In the last 50 years, wealth has concentrated in the top 10%, particularly the top 1% in the United States. Those who see no problem with this, argue that wealth creation is not a zero sum game. The argument is that those who work hard and develop commercial projects hire those who are not so fortunate. That is true to a certain extent. Nevertheless, the great age of the American middle class and the time when America was at its financial strongest was in the 1950s and 60s when a CEO didn’t make in one hour what a worker made in a month.
Interestingly, many of the same economic forces at work now are similar to what existed in 1900. There were great economic inequality then and powerful monopolies. The political alignments of American politics were quite different too.
Back in the Civil War, the Democrats were the conservative party. The Republicans, under Lincoln, were the progressives and believed in government intervention. After the Civil War, the Republicans dominated politics for 50 years. That was the time industrialization hit all gears. The Republicans became the party of industrialization, especially business — big business. Industrialists like Rockefeller, Carnegie and Morgan even influenced who was going to be president, like William McKinley. The Democrats became more the party of the farmer and industrial worker.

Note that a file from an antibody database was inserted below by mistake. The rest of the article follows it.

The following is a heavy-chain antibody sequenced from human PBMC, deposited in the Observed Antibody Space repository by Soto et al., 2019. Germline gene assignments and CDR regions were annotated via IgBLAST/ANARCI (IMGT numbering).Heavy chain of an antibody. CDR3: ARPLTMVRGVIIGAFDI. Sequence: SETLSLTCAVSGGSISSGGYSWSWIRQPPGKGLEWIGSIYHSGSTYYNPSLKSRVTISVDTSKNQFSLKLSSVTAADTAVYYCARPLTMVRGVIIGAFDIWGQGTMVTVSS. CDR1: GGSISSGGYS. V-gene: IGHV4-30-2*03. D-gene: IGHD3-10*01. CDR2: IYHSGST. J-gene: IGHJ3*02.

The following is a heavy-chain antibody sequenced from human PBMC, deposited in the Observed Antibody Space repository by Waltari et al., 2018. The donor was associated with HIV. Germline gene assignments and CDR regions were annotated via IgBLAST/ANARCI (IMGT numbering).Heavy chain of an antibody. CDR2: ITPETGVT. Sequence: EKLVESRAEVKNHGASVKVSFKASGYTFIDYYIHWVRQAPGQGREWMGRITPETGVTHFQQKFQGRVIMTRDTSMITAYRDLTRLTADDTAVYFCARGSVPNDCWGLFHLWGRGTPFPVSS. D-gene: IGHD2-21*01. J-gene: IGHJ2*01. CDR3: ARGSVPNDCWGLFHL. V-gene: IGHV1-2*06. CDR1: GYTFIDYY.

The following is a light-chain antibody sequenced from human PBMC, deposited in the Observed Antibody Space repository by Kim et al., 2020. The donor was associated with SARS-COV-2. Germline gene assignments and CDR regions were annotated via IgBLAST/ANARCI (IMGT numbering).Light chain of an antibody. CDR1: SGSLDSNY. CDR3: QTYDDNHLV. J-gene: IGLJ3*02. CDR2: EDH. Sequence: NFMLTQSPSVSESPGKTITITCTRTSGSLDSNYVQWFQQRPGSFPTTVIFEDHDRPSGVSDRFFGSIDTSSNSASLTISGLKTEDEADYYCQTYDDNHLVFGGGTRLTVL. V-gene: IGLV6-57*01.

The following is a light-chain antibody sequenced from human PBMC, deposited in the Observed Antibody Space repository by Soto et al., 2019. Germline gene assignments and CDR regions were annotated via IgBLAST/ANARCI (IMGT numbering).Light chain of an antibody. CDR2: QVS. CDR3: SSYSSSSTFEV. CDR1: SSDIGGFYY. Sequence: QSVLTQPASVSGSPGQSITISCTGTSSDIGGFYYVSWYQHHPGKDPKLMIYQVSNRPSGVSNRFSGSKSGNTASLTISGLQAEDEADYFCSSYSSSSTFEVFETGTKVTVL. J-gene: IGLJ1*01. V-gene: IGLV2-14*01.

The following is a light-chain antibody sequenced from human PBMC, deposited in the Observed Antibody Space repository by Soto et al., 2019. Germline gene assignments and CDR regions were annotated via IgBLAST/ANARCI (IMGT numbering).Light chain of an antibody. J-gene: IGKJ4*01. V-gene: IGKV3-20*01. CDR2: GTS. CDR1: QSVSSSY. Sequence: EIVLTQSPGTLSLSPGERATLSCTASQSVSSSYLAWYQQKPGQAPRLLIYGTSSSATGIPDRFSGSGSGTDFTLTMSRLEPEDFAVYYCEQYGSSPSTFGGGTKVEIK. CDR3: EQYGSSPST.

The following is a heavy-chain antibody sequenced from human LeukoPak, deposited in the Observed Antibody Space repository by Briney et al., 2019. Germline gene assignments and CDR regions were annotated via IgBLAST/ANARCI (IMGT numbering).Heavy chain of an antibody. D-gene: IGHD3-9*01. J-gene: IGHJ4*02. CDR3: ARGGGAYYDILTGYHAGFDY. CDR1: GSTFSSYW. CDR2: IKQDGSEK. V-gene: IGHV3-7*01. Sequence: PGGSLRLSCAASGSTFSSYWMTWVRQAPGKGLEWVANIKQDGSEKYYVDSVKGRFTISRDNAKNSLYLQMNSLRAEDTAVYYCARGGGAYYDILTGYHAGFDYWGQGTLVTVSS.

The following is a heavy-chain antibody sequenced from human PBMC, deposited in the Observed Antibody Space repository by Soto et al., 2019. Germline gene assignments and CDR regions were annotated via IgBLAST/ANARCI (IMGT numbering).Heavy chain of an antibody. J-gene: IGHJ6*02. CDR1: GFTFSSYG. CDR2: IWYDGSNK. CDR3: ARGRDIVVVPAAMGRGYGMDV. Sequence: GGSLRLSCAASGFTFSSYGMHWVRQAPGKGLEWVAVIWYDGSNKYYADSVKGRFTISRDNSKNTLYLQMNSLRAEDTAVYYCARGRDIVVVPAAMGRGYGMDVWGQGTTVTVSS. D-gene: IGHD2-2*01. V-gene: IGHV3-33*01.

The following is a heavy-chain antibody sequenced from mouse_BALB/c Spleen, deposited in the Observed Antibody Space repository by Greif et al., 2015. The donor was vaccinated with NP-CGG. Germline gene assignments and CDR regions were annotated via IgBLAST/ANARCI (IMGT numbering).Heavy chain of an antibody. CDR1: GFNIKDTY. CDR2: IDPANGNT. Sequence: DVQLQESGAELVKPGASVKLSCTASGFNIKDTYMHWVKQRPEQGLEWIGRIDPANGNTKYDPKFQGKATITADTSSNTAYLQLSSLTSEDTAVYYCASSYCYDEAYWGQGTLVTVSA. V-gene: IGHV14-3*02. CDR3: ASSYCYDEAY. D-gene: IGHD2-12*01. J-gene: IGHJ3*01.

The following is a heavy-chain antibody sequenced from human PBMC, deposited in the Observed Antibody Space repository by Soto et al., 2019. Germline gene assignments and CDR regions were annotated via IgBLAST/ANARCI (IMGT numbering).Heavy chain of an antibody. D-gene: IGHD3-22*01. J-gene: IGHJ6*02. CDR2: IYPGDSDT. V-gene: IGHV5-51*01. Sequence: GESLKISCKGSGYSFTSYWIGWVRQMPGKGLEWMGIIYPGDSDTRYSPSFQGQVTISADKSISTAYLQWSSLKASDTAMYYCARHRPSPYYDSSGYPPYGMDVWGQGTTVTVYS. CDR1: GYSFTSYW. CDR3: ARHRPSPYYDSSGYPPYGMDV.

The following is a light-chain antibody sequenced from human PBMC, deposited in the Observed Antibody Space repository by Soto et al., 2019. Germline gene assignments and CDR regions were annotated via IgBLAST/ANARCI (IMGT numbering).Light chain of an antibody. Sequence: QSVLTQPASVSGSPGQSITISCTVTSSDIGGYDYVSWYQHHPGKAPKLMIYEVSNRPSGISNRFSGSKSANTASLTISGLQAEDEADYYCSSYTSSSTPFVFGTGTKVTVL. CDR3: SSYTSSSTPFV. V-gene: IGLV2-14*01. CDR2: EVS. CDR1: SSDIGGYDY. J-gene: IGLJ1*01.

William Jennings Bryan, a Democrat, and the only man to get a major party nomination for president three times and lose all of them, ran as a populist. He was against monopolies or trusts as they were referred to then. Although they agreed on little, Republican Teddy Roosevelt also campaigned against trusts and broke them up as president.
By 1912, politics had been turned on its head. The Republicans remained a party of business, but they surrendered the title of progressive to the Democrats. Actually, the Democrats didn’t really embrace that title until FDR, but the process was on the way.
All this is relevant because we are in a similar situation today. What this country needs are Republicans and Democrats who can agree on the issue of economic reform as Bryan and Roosevelt did. Without that, economic and political power will continue to be concentrated into the hands of the few and that is not good for the pocketbooks of regular Americans or democracy.
Roosevelt and Bryan campaigned for a more level economic playing field, not a level one as socialism promises but never provides. Those changes led to a century of economic growth and wealth. If the current trends of the last 20-30 years continues, the U.S. is going to look more like a financially backward country like Zimbabwe, dominated by nepotism, than a country based on equality of opportunity for all.
Take a look at this video, which describes what may be the greatest problem in America today.